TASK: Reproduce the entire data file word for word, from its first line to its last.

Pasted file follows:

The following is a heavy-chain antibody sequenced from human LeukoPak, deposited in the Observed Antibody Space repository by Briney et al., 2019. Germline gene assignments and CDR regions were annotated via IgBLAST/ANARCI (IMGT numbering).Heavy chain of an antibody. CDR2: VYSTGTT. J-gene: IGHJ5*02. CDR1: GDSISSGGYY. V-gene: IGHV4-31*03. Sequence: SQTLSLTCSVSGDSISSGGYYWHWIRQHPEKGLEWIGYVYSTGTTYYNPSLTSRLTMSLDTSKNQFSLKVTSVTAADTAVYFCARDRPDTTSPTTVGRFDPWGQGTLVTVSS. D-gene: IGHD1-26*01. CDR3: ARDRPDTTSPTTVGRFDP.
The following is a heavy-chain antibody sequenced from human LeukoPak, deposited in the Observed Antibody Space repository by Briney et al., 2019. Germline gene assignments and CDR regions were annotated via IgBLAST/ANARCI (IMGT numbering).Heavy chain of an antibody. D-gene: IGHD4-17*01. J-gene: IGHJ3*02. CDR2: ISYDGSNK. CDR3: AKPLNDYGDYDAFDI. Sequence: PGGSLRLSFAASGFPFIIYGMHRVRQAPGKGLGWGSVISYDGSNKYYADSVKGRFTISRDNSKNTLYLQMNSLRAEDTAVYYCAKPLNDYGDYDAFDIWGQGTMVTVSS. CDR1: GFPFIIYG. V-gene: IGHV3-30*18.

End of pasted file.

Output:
The following is a heavy-chain antibody sequenced from human LeukoPak, deposited in the Observed Antibody Space repository by Briney et al., 2019. Germline gene assignments and CDR regions were annotated via IgBLAST/ANARCI (IMGT numbering).Heavy chain of an antibody. CDR2: VYSTGTT. J-gene: IGHJ5*02. CDR1: GDSISSGGYY. V-gene: IGHV4-31*03. Sequence: SQTLSLTCSVSGDSISSGGYYWHWIRQHPEKGLEWIGYVYSTGTTYYNPSLTSRLTMSLDTSKNQFSLKVTSVTAADTAVYFCARDRPDTTSPTTVGRFDPWGQGTLVTVSS. D-gene: IGHD1-26*01. CDR3: ARDRPDTTSPTTVGRFDP.
The following is a heavy-chain antibody sequenced from human LeukoPak, deposited in the Observed Antibody Space repository by Briney et al., 2019. Germline gene assignments and CDR regions were annotated via IgBLAST/ANARCI (IMGT numbering).Heavy chain of an antibody. D-gene: IGHD4-17*01. J-gene: IGHJ3*02. CDR2: ISYDGSNK. CDR3: AKPLNDYGDYDAFDI. Sequence: PGGSLRLSFAASGFPFIIYGMHRVRQAPGKGLGWGSVISYDGSNKYYADSVKGRFTISRDNSKNTLYLQMNSLRAEDTAVYYCAKPLNDYGDYDAFDIWGQGTMVTVSS. CDR1: GFPFIIYG. V-gene: IGHV3-30*18.